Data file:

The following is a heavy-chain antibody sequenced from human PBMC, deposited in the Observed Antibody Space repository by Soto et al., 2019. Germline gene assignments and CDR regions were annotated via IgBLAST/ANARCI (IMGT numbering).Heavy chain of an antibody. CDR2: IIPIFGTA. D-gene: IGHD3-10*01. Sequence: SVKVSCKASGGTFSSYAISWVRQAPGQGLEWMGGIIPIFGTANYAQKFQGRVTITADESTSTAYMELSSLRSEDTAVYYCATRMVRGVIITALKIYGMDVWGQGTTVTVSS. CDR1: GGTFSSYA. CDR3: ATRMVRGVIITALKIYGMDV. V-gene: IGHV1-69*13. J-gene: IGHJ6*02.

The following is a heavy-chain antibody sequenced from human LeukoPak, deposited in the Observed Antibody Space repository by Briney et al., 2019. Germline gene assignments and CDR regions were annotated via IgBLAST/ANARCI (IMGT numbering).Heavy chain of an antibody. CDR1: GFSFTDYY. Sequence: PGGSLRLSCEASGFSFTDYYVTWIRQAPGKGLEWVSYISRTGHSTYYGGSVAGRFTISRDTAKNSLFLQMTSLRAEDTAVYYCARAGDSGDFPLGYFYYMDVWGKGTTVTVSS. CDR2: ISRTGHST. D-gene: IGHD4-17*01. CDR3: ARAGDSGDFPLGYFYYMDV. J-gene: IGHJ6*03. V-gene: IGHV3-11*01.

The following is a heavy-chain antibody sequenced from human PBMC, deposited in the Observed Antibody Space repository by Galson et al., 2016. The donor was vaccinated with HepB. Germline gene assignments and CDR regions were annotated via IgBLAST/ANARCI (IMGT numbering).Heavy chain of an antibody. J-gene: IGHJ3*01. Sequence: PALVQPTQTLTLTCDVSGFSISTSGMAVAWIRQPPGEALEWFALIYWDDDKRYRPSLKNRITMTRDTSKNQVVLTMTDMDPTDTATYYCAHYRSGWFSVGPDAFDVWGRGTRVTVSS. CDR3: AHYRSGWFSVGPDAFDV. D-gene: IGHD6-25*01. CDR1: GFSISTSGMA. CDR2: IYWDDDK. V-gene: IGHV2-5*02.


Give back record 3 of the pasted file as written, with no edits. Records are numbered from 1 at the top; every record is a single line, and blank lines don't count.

The following is a heavy-chain antibody sequenced from human PBMC, deposited in the Observed Antibody Space repository by Galson et al., 2016. The donor was vaccinated with HepB. Germline gene assignments and CDR regions were annotated via IgBLAST/ANARCI (IMGT numbering).Heavy chain of an antibody. J-gene: IGHJ3*01. Sequence: PALVQPTQTLTLTCDVSGFSISTSGMAVAWIRQPPGEALEWFALIYWDDDKRYRPSLKNRITMTRDTSKNQVVLTMTDMDPTDTATYYCAHYRSGWFSVGPDAFDVWGRGTRVTVSS. CDR3: AHYRSGWFSVGPDAFDV. D-gene: IGHD6-25*01. CDR1: GFSISTSGMA. CDR2: IYWDDDK. V-gene: IGHV2-5*02.